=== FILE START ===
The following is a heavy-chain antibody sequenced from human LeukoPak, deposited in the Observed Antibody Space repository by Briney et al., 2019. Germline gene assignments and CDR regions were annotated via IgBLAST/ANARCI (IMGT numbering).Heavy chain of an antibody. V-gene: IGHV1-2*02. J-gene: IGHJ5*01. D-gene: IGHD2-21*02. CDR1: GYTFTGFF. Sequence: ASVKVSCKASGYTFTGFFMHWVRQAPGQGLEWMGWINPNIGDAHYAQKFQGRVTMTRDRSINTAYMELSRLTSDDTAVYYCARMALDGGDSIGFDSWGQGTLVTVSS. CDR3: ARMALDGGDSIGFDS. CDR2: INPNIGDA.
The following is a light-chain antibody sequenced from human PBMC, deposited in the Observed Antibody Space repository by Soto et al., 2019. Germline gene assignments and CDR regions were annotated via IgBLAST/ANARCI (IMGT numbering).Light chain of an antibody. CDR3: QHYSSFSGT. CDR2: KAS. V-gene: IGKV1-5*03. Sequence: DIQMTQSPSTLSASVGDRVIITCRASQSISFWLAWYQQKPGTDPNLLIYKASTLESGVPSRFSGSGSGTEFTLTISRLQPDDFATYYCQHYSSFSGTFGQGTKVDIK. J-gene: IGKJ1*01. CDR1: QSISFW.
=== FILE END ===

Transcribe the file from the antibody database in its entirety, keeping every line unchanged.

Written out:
The following is a heavy-chain antibody sequenced from human LeukoPak, deposited in the Observed Antibody Space repository by Briney et al., 2019. Germline gene assignments and CDR regions were annotated via IgBLAST/ANARCI (IMGT numbering).Heavy chain of an antibody. V-gene: IGHV1-2*02. J-gene: IGHJ5*01. D-gene: IGHD2-21*02. CDR1: GYTFTGFF. Sequence: ASVKVSCKASGYTFTGFFMHWVRQAPGQGLEWMGWINPNIGDAHYAQKFQGRVTMTRDRSINTAYMELSRLTSDDTAVYYCARMALDGGDSIGFDSWGQGTLVTVSS. CDR3: ARMALDGGDSIGFDS. CDR2: INPNIGDA.
The following is a light-chain antibody sequenced from human PBMC, deposited in the Observed Antibody Space repository by Soto et al., 2019. Germline gene assignments and CDR regions were annotated via IgBLAST/ANARCI (IMGT numbering).Light chain of an antibody. CDR3: QHYSSFSGT. CDR2: KAS. V-gene: IGKV1-5*03. Sequence: DIQMTQSPSTLSASVGDRVIITCRASQSISFWLAWYQQKPGTDPNLLIYKASTLESGVPSRFSGSGSGTEFTLTISRLQPDDFATYYCQHYSSFSGTFGQGTKVDIK. J-gene: IGKJ1*01. CDR1: QSISFW.